Whom Do We Represent?
The Vermont Real Estate Commission changed the rules for our industry on Dec 1, 2015. They wanted to encourage more options for Buyers and Sellers and for agents to clarify these options. With your first substantial contact, a real estate professional should describe your choices. You’ll be asked to sign a Consumer Disclosure which describes these choices and that you understand representation in Vermont. To see the disclosure, click here. This disclosure is not a contract for services; it is merely telling you about options. So whom do we represent?
We Represent Buyers
With a signed contract to represent you, we can perform a variety of important services in a purchase. We always helped buyers look but now we can perform more duties to you, the fiduciary. One of the most important jobs a buyer’s agent does is helping you understand the value of properties. You may want to change a property or its use and the minute you do it has tremendous implications. An experienced agent can help protect your interests in a negotiation. Your agent can provide comparable market data, suggest negotiating strategy, even show properties that are not officially listed on the market. If you sign a Buyer Brokering Agreement, the agent you sign with now represents your interests, with all listings and potentially non-listed properties.
We Represent Sellers
The properties we feature are usually listed by an agent in our firm who represents that owner. We market and show them and are charged with making sure everyone involved in the transaction is treated professionally and must disclose anything we know that could substantially affect the value. We’ll get you any information we can. You should be fully informed in your decision to purchase.
We Represent Other Agents
Unless you’ve signed a Buyer Brokering Agreement, when you look at properties, the agent showing you various listings is actually representing other agents. Once you sign a Buyer Broking agreement, that agent now represents you, the Buyer.
Vermont Agents Within A Firm Can Now Represent Both Buyers and Sellers In The Same Transaction
An Explanation About The Recent Change
As of December 1, 2015 the Real Estate Commission in Vermont made a change in the way agents and brokers are allowed to interact with you, as members of the buying and selling public. It’s called Designated Agency and most realtors in the state had been asking for this change for quite awhile. It eliminates a lot of prior issues between firms and agents.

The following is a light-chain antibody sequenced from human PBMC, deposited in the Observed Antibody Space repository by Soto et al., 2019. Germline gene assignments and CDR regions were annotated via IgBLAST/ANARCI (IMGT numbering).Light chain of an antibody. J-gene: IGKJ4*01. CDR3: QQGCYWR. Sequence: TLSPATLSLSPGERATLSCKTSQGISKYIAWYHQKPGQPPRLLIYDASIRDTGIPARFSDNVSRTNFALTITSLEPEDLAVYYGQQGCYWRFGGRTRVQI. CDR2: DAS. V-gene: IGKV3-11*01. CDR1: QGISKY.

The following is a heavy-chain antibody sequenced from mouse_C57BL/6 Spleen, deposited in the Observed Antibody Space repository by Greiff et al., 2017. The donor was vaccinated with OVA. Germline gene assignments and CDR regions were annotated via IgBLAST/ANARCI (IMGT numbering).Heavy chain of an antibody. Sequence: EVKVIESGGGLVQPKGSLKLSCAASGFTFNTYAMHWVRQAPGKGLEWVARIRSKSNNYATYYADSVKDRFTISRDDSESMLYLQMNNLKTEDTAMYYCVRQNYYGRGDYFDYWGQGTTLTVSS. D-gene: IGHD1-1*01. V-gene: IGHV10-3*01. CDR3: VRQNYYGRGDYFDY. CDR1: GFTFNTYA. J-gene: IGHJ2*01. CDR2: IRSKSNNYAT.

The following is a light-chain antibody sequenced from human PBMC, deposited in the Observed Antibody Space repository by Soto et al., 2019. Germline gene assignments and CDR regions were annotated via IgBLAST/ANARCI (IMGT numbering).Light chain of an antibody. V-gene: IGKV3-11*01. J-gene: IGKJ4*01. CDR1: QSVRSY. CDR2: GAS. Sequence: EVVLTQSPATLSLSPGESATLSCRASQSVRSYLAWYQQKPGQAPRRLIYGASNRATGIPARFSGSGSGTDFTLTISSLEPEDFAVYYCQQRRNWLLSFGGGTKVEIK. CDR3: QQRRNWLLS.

Many states, including New Hampshire, have been practicing a form of this internal representation of both sides of the transaction for some time. Vermont calls for a Supervising Licensee so as to make sure all stays fair for both buyers and sellers. The principal broker will be the Supervising Licensee for most transactions, except if they are involved in the transaction as an agent.
So here’s the difference in a nutshell. Buyers can now be represented by us even if they’re interested in pursuing one of our listings. Before this, even if one of us had a buyer broker agreement with a buyer and they wanted to pursue one of our listing, we had to send them to another agency and this caused all kinds of issues. Now an agent at Granger Real Estate can represent the buyer and another can represent the seller.
What does this mean to you? In practice, very little. Your listing agent will still do everything they’re doing now if you are a seller and your buyer broker agent will do everything they’re doing now if you are a buyer. It’s really a win-win for everyone and makes transactions much easier for all concerned.
Some agencies because of choice or size cannot practice Designated Agency. If you are initially looking at different properties with different firms and agents, you might want to ask each if they practice Designated Agency as it could effect your decision about representation. If you have any questions, please ask one of our agents at the office, call 802-365-7600 or email us to discuss your options. It’s really not as complicated as it sounds.